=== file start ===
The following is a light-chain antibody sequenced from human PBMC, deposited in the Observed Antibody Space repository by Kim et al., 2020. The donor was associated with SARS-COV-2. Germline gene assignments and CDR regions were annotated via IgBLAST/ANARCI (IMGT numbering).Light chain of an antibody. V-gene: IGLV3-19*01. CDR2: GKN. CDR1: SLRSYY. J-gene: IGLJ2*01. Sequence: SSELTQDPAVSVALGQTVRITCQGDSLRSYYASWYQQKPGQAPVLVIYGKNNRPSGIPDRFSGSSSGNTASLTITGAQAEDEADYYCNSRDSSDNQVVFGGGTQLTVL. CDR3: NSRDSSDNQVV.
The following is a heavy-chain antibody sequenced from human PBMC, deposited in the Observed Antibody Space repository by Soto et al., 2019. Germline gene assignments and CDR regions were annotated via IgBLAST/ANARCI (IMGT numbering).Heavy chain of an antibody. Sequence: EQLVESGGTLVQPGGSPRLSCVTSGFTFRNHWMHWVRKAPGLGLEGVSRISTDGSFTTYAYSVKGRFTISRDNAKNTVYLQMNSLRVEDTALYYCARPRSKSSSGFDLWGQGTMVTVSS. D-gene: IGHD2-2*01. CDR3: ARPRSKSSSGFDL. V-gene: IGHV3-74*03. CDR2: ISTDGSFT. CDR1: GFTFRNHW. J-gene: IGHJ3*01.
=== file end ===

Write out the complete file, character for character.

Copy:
The following is a light-chain antibody sequenced from human PBMC, deposited in the Observed Antibody Space repository by Kim et al., 2020. The donor was associated with SARS-COV-2. Germline gene assignments and CDR regions were annotated via IgBLAST/ANARCI (IMGT numbering).Light chain of an antibody. V-gene: IGLV3-19*01. CDR2: GKN. CDR1: SLRSYY. J-gene: IGLJ2*01. Sequence: SSELTQDPAVSVALGQTVRITCQGDSLRSYYASWYQQKPGQAPVLVIYGKNNRPSGIPDRFSGSSSGNTASLTITGAQAEDEADYYCNSRDSSDNQVVFGGGTQLTVL. CDR3: NSRDSSDNQVV.
The following is a heavy-chain antibody sequenced from human PBMC, deposited in the Observed Antibody Space repository by Soto et al., 2019. Germline gene assignments and CDR regions were annotated via IgBLAST/ANARCI (IMGT numbering).Heavy chain of an antibody. Sequence: EQLVESGGTLVQPGGSPRLSCVTSGFTFRNHWMHWVRKAPGLGLEGVSRISTDGSFTTYAYSVKGRFTISRDNAKNTVYLQMNSLRVEDTALYYCARPRSKSSSGFDLWGQGTMVTVSS. D-gene: IGHD2-2*01. CDR3: ARPRSKSSSGFDL. V-gene: IGHV3-74*03. CDR2: ISTDGSFT. CDR1: GFTFRNHW. J-gene: IGHJ3*01.